Darkness vs. LightDarkness creeps so slowly,I am caught by surprise.Somehow my world plunges into unending sorrow.All it takes is a song,A poem,A nudge.Then I am falling.Silent screams echo in my ears.I struggle to find a light bright enough.Something to fend off the darkness like a sword.It isn’t fair to face the darkness knowing there is no escape.I will not die.I cannot.Life clings to me against my will.Where is my other half?My soul mate?My light?I don’t want to be alone,Facing down my demons without a shred of hope.Need me.Find me.Shine so brightly I will be drawn to you.I can’t forget I need to shine.I just feel as if my light is dimming.How will you find me if I am swallowed by my darkness?A light.A flame.A spark of hope.I need a way to defeat my sorrows,So I can help battle yours.Please.Just a glimmer of hope?
Endorsed By The Surgeon General.She was like cigarettes.She took his breathaway,and filled his lungs with promisesthat evaporated likesmoke.
.Your promises turnme bitter like black coffeeI crave sweeter lies
DustThe picket fence is worn and brokeThe swings have turned to dustThe flowers died from all the smokeThis dream is far too muchThere's cracks in every sidewalk hereAnd through them grow the weedsThis beauty just a thin vinearAtop the lives we leadThere's vines that grow on every signDisguising what they sayThe bricks have stood the test of timeBut every one has greyedThere's not a tire left intactThey've all succumbed to rotThere truly is no going backBack to the life we soughtIn every broken windowpaneI see a broken dreamI walk across this empty laneIt`s splitting at the seamAnd so I leave this empty placeThat once was full of lifeBut in the end there's no escapeAnd no one else in sight© Jarrett Douglass DeLude
Absent WordsIn no-man's land, I try to herd--like cattle--all my absent words,but my pen has a wayof being led astray--stories caught on the wings of birds.
Tapestry of TimeParting ways is natural.No one stays close forever.Love is the stuff of dreams and fairytales.Friends walk away.Love takes work.Life is full of surprises.Beginnings.Endings.Sadness and darkness.Beautiful light and glimpses of joy.Forever is a really long time,But can pass in the blink of an eye.All together,Life is a beautiful tapestry,Shimmering with possibilities.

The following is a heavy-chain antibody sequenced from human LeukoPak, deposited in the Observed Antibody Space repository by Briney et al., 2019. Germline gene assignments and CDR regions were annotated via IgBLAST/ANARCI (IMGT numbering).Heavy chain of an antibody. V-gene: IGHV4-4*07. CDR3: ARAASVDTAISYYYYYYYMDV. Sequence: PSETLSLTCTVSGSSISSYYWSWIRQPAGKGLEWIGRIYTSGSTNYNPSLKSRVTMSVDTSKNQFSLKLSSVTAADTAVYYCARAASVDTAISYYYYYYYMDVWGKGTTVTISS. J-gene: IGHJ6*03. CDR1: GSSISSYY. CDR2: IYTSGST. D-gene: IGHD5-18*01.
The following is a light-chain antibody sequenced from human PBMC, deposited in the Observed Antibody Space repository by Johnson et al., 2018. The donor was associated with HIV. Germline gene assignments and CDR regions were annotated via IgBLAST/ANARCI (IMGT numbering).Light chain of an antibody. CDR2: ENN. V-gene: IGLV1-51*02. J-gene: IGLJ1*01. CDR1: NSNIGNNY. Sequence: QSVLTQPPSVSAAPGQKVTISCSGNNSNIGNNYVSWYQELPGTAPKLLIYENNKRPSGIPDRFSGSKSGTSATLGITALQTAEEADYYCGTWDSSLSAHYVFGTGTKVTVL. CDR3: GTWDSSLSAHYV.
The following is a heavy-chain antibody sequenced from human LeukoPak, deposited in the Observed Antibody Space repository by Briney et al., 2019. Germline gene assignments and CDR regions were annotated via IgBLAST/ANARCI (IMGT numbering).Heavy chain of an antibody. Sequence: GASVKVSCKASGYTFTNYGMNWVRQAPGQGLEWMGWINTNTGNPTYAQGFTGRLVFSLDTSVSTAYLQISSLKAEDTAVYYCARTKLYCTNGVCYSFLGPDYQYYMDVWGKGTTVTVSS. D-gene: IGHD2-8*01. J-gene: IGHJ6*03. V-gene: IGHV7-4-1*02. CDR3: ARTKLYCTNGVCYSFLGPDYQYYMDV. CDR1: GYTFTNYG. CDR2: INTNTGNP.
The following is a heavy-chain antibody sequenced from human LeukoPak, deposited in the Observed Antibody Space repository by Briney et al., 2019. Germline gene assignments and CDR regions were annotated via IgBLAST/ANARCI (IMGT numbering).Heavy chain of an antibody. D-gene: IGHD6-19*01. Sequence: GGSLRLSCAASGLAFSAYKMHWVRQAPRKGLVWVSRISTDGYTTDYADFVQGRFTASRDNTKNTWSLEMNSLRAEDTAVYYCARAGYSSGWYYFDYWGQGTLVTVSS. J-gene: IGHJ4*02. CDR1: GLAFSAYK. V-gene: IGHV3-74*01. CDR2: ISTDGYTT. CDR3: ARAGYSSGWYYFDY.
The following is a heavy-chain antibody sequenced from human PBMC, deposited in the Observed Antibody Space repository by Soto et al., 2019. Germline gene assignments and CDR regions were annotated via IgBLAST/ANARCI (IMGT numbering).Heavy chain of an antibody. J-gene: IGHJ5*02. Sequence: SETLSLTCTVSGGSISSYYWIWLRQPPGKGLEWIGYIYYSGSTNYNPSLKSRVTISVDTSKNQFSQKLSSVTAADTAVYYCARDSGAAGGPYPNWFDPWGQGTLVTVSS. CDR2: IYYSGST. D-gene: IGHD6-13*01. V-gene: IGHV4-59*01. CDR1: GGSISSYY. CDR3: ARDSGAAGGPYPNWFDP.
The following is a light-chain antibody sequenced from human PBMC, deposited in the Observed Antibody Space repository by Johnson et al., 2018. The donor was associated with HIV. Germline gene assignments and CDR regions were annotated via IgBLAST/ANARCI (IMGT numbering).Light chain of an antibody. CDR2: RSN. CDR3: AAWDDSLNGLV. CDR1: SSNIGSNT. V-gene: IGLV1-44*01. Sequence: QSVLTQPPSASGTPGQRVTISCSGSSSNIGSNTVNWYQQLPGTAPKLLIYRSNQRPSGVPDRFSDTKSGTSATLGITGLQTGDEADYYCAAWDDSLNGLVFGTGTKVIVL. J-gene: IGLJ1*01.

BrokenI tried so hard to put my faithInto your waiting handsTo let you bear a bit of weightTo help you understandI gave my trust as if it`s freeAnd not too hard to earnI let you past the gates to meAnd then the tables turnedWithin my walls you tore me upYou chewed and spit me outAnd when I fell you kicked and punchedYou knocked me all aroundAnd then you left, without a wordNo sorry or goodbyeAnd here I've laid, both bruised and hurtAnd still I wonder whyWhat did I do but give to youWhat you had wanted mostWhy did you tear my heart in twoAnd put it on the roastI heal, but questions burn withinI wish I knew the truthBut in the end I guess you winI'm broken, just like you© Jarrett Douglass DeLude
Human NatureWhy do we need to connect to people,yet are able to have the mindset tohate almost everyone we meet.Why do we fall in love with the unattainable.And get hurt when the concept is fulfilled.Why can we be surrounded with people,yet feel so alone.Why can't we feel happy,but sad comes naturally.What is the point,when our life is not our own.The writers and readers see meaning,when they are blind.The ignorant and disinterested willnot even see this.And the world goes on.
Fragment #3To a Father, please, don't bury her. she is afraid of the dark. From a Mother.
To a Father,
please, don't bury her. she is afraid of the dark.
From a Mother.